3. Develop a large training programs for developing skills and learning new tools for

    public management

    4. Introduce performance/result oriented management system

    5. Encouraging the innovation in public management

    6. Increasing the participative dimension of the public management process

    7. Change the orientation of the public organizations and the public managers from

    inside to outside


As we know, it means a lot of investments in human resources, but we strongly believe

    that the promotion of the public entrepreneurs in public functions is one of the most

    important changes that must happened in the Romanian public management. We

    know that there are enough money to do this and also there is a huge human resources

    potential in our public management sector, especially young people who can contribute

    substantially to the successfully implementation of the new reforms in the Romanian

    public management system.


1. Jane Wei-Skillern, James E. Austin, Herman Leonard, and Howard Stevenson (2007),

    Entrepreneurship in the Social Sector, Sage Publications, Thousand Oaks, California;

    2. J. Gregory Dees, Jed Emerson, (2001) Economy, Enterprising Nonprofits: A Toolkit for Social Entrepreneurs, John Wiley and Sons Publishing, New York;

    3. Sharon Oster (1995), Strategic Management for Nonprofit Organizations: Theory and

    Cases, Oxford University Press ; New York;

    4. James A. Phills, jr.(2005) Integrating Mission and Strategy for Nonprofit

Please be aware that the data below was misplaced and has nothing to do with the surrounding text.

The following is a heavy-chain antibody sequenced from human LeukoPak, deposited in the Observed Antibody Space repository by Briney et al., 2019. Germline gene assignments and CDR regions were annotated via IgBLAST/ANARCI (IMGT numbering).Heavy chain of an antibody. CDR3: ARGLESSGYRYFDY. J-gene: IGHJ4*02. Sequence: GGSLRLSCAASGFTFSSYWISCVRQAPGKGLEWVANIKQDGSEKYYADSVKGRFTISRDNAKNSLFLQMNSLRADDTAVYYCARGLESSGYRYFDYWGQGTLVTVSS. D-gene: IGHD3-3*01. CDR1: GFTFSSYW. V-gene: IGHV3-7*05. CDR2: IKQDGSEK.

Organizations Oxford University Press, Oxford, England;

    5. William Foster, Jeffrey Bradach, (2005), “Should NonProfits Seek Profits?” Harvard

    Business Review, February 1;

    6. Ayse Guclu, J. Gregory Dees, and Beth Battle Anderson,( 2002), “The Process of

    Social Entrepreneurship: Creating Opportunities Worthy of Serious Pursuit” (Duke

    University: Center for the Advancement of Social Entrepreneurship;

    7. Wei-Skillern (2007), Entrepreneurship in the Social Sector, Ch. 2 The Social

    Entrepreneurial Process, HBS Publishing, Cambridge;

    8. Mark H. Moore, (2003) “On Creating Public Value: What Business (and Nonprofit

    Organizations) Might Learn from Government about Strategic Management,” Hauser

    Center for Nonprofit Organizations, Cambridge;

    9. Mierlo, J.G.A. (1995), Public Entrepreneurship as an Escape from the Privatisation

    Dilemma in Economies in Transition, ResearchMemorandum RM/95-0xx, Meteor,

    Faculty of Economics and Business Administration, Limburg, University, Maastricht

    December 1995.

    10. Special Issue 2007, Quarterly Journal of Public Policy & Management (Article No.

    01) Mitsubishi UFJ Research and Consulting Co., Ltd.